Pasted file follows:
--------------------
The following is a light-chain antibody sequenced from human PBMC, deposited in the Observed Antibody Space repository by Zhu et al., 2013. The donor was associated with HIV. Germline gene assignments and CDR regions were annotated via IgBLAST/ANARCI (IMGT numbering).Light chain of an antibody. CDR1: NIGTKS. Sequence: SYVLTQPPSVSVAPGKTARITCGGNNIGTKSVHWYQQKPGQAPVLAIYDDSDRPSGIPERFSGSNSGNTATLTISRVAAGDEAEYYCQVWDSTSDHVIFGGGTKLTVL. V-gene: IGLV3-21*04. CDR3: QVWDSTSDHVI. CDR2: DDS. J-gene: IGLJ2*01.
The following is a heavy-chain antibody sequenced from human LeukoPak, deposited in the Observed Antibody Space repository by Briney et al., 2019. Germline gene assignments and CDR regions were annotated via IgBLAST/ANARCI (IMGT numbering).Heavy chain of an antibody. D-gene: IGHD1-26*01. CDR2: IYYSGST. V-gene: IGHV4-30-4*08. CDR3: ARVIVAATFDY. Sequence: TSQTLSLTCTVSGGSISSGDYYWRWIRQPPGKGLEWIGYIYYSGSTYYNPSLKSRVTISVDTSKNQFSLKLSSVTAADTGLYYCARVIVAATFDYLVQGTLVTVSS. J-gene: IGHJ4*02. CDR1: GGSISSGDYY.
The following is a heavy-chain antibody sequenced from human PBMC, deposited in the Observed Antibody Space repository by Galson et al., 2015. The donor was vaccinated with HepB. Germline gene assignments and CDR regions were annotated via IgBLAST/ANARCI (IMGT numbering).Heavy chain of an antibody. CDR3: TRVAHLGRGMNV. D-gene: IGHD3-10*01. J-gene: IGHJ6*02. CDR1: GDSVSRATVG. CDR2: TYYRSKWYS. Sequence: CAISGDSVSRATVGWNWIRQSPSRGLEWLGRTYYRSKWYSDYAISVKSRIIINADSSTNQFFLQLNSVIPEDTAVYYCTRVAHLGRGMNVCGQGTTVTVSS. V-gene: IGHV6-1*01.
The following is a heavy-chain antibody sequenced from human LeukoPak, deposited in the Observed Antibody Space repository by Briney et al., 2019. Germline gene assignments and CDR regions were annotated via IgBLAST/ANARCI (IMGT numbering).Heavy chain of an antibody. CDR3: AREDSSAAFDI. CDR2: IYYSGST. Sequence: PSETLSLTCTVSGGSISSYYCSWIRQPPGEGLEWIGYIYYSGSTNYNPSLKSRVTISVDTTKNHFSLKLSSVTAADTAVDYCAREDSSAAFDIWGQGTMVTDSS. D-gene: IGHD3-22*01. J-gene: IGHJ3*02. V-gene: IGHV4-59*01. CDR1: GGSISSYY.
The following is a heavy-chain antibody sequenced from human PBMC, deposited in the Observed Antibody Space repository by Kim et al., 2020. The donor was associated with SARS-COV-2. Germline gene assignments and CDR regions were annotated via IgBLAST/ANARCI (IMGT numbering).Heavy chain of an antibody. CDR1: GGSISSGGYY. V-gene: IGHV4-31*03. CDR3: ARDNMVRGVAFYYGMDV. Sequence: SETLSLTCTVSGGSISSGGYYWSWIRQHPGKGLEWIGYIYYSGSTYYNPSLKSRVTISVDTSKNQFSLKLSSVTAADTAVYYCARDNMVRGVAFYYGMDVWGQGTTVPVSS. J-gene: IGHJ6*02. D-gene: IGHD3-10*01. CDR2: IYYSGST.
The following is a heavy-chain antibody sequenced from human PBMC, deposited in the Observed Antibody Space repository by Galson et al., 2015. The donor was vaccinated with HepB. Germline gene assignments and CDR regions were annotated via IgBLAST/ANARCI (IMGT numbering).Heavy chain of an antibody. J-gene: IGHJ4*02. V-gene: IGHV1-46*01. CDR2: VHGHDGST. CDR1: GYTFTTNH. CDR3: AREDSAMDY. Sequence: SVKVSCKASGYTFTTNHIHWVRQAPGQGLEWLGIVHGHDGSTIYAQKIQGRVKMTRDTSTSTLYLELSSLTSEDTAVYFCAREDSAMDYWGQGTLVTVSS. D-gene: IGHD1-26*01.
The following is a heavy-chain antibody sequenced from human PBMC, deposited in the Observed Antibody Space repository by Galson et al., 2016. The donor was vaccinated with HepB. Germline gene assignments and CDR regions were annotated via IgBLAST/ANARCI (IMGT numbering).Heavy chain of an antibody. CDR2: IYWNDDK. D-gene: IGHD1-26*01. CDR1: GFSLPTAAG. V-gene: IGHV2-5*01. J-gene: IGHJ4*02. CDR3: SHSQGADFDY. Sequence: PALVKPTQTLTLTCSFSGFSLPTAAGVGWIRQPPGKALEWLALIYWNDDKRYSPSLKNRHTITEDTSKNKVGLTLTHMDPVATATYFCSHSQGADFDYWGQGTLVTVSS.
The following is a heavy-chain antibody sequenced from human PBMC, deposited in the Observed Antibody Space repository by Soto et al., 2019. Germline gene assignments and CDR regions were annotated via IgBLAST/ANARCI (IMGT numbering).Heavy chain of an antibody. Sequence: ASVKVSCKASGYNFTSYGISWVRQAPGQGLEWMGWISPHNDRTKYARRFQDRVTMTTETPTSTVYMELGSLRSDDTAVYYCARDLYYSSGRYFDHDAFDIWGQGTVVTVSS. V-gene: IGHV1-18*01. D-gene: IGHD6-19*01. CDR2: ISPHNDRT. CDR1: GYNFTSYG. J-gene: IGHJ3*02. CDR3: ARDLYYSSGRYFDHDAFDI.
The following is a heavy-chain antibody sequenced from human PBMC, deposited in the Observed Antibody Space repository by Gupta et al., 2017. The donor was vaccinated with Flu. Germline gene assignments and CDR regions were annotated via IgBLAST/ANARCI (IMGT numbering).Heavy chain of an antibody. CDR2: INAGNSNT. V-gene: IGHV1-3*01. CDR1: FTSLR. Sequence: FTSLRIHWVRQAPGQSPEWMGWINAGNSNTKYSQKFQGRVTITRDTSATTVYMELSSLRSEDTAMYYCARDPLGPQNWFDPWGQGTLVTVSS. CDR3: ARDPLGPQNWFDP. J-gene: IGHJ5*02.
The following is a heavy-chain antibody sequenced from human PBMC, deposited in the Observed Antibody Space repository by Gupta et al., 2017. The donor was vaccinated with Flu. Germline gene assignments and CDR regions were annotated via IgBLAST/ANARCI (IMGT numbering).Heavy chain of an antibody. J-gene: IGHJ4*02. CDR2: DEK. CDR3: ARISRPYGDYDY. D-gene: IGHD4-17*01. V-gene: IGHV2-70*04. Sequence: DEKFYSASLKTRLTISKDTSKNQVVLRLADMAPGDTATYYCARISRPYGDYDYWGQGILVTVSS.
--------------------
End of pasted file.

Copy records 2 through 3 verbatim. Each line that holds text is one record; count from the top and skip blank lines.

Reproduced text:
The following is a heavy-chain antibody sequenced from human LeukoPak, deposited in the Observed Antibody Space repository by Briney et al., 2019. Germline gene assignments and CDR regions were annotated via IgBLAST/ANARCI (IMGT numbering).Heavy chain of an antibody. D-gene: IGHD1-26*01. CDR2: IYYSGST. V-gene: IGHV4-30-4*08. CDR3: ARVIVAATFDY. Sequence: TSQTLSLTCTVSGGSISSGDYYWRWIRQPPGKGLEWIGYIYYSGSTYYNPSLKSRVTISVDTSKNQFSLKLSSVTAADTGLYYCARVIVAATFDYLVQGTLVTVSS. J-gene: IGHJ4*02. CDR1: GGSISSGDYY.
The following is a heavy-chain antibody sequenced from human PBMC, deposited in the Observed Antibody Space repository by Galson et al., 2015. The donor was vaccinated with HepB. Germline gene assignments and CDR regions were annotated via IgBLAST/ANARCI (IMGT numbering).Heavy chain of an antibody. CDR3: TRVAHLGRGMNV. D-gene: IGHD3-10*01. J-gene: IGHJ6*02. CDR1: GDSVSRATVG. CDR2: TYYRSKWYS. Sequence: CAISGDSVSRATVGWNWIRQSPSRGLEWLGRTYYRSKWYSDYAISVKSRIIINADSSTNQFFLQLNSVIPEDTAVYYCTRVAHLGRGMNVCGQGTTVTVSS. V-gene: IGHV6-1*01.